Filed under: - Change Execution, - Organization Change Management, - People Change Management, - Professional Development, - Project Management, - Strategy and Imperatives, - Strategy Execution | Tags: Change Management, Organization Design, Projects, Strategy, Transformation
The arena of strategy execution, and all of its components, is morphing rapidly in response to our changing market conditions.
At opportune times each of us has the choice to respond, or not. A new year offers tantalizing timing to do re-set trajectory. Over the next couple of months you will see a few changes around here.
What changing market conditions?
There is a general sense that the economic outlook for 2015 is positive. With increasing confidence generally comes investment. With investment comes growth strategy and strategy execution. There are opportunities globally for organizations to grow and expand and this will fuel local growth as well.
These strategies are radically different than those of the past 5 years. Effectiveness and efficiency (while still important) will take a back seat to creating global scale, marketing and sales innovations, re-setting organizational culture, building collaboration and other complex, high risk initiatives.
What does that mean for those of us who devote our careers to helping organizations transform?
From my modest outpost, working with clients and monitoring industry trends, it looks like work has picked up dramatically over last year – both the quantity and quality of consulting engagements, contracts and job postings has picked up:
- Companies are hiring but judiciously. Turnover is scrutinized and not always filled in the same ways. There are growth opportunities for internals. While there are some opportunities locally the beefy assignments involve international components. There are a few new positions generally supporting new strategies and execution, often fairly specialized.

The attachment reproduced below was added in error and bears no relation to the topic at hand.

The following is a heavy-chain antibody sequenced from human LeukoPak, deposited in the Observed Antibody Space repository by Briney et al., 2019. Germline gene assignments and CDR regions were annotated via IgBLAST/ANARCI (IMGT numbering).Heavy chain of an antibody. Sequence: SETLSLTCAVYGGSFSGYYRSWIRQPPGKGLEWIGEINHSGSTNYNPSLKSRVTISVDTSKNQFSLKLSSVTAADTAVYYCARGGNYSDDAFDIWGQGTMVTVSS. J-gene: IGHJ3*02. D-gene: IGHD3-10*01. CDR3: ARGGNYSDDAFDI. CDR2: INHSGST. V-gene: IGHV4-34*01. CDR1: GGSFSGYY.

- This means that while there are conventional “jobs” there are also a large number of contracts available. Contracting allows an organization to be more agile, more flexible about the talent they need. There seems to be a philosophy of keeping the core employee base very tight.
- The contract and consulting markets, as usual during an uptick, are booming. Great talent is picked up quickly. Maintaining a steady flow of work is all about timing, relationships and reputation. Consulting firms will continue to struggle not just to pick up and retain talent but to establish and maintain great teamwork.
- Unfortunately many of the job posting and some of the contracts and consulting assignments are tactical and disaggregated. This is something to be wary of – such scope is not a set-up for organizational success.
Other trends seem to be catalyzed by this growth:
- Strategy Execution is back on the radar. As leaders look at global and transformational strategies there is a realization that this is complex and high risk. I see Global Project Management Offices, Strategy Realization Offices, Enterprise PMOs, etc emerging more frequently.
- Each of the components of Strategy Execution (subscribe for my next post) are transforming to respond to these new challenges. In March last year I reviewed the Project Management Institute’s “Managing Change in Organizations: A Practice Guide”, The Association of Change Management Professionals’ “Standard” and the Change Management Institute’s “The Change Management Body of Knowledge” here. My concerns remain – formalization and process-ization are not cure alls.